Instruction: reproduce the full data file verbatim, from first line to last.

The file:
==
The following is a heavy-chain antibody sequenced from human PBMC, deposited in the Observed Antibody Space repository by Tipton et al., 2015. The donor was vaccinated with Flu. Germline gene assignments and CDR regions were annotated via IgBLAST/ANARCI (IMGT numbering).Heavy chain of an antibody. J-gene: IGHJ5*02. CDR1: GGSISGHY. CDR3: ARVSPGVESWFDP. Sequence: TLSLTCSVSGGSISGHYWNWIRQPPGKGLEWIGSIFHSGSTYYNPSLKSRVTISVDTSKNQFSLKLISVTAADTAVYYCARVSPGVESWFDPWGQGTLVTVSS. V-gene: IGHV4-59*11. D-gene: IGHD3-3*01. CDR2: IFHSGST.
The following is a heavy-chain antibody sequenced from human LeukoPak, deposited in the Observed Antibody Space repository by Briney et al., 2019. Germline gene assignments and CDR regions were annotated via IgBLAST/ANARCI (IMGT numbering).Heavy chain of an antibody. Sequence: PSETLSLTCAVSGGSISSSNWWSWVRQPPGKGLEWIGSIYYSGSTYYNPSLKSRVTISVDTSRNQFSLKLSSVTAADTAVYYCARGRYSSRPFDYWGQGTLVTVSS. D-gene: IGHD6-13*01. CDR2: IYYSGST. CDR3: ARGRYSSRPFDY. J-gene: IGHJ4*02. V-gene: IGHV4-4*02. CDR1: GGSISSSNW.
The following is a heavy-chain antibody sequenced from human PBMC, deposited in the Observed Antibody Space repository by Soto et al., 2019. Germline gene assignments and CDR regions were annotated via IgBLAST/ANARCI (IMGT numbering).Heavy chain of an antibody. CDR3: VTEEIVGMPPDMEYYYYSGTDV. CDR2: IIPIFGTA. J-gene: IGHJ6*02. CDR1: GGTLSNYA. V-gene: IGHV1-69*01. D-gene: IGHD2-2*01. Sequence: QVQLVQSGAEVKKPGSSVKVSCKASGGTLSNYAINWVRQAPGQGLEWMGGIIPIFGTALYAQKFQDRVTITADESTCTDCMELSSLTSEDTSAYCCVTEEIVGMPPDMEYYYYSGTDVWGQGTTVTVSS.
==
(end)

The following is a heavy-chain antibody sequenced from human PBMC, deposited in the Observed Antibody Space repository by Tipton et al., 2015. The donor was vaccinated with Flu. Germline gene assignments and CDR regions were annotated via IgBLAST/ANARCI (IMGT numbering).Heavy chain of an antibody. J-gene: IGHJ5*02. CDR1: GGSISGHY. CDR3: ARVSPGVESWFDP. Sequence: TLSLTCSVSGGSISGHYWNWIRQPPGKGLEWIGSIFHSGSTYYNPSLKSRVTISVDTSKNQFSLKLISVTAADTAVYYCARVSPGVESWFDPWGQGTLVTVSS. V-gene: IGHV4-59*11. D-gene: IGHD3-3*01. CDR2: IFHSGST.
The following is a heavy-chain antibody sequenced from human LeukoPak, deposited in the Observed Antibody Space repository by Briney et al., 2019. Germline gene assignments and CDR regions were annotated via IgBLAST/ANARCI (IMGT numbering).Heavy chain of an antibody. Sequence: PSETLSLTCAVSGGSISSSNWWSWVRQPPGKGLEWIGSIYYSGSTYYNPSLKSRVTISVDTSRNQFSLKLSSVTAADTAVYYCARGRYSSRPFDYWGQGTLVTVSS. D-gene: IGHD6-13*01. CDR2: IYYSGST. CDR3: ARGRYSSRPFDY. J-gene: IGHJ4*02. V-gene: IGHV4-4*02. CDR1: GGSISSSNW.
The following is a heavy-chain antibody sequenced from human PBMC, deposited in the Observed Antibody Space repository by Soto et al., 2019. Germline gene assignments and CDR regions were annotated via IgBLAST/ANARCI (IMGT numbering).Heavy chain of an antibody. CDR3: VTEEIVGMPPDMEYYYYSGTDV. CDR2: IIPIFGTA. J-gene: IGHJ6*02. CDR1: GGTLSNYA. V-gene: IGHV1-69*01. D-gene: IGHD2-2*01. Sequence: QVQLVQSGAEVKKPGSSVKVSCKASGGTLSNYAINWVRQAPGQGLEWMGGIIPIFGTALYAQKFQDRVTITADESTCTDCMELSSLTSEDTSAYCCVTEEIVGMPPDMEYYYYSGTDVWGQGTTVTVSS.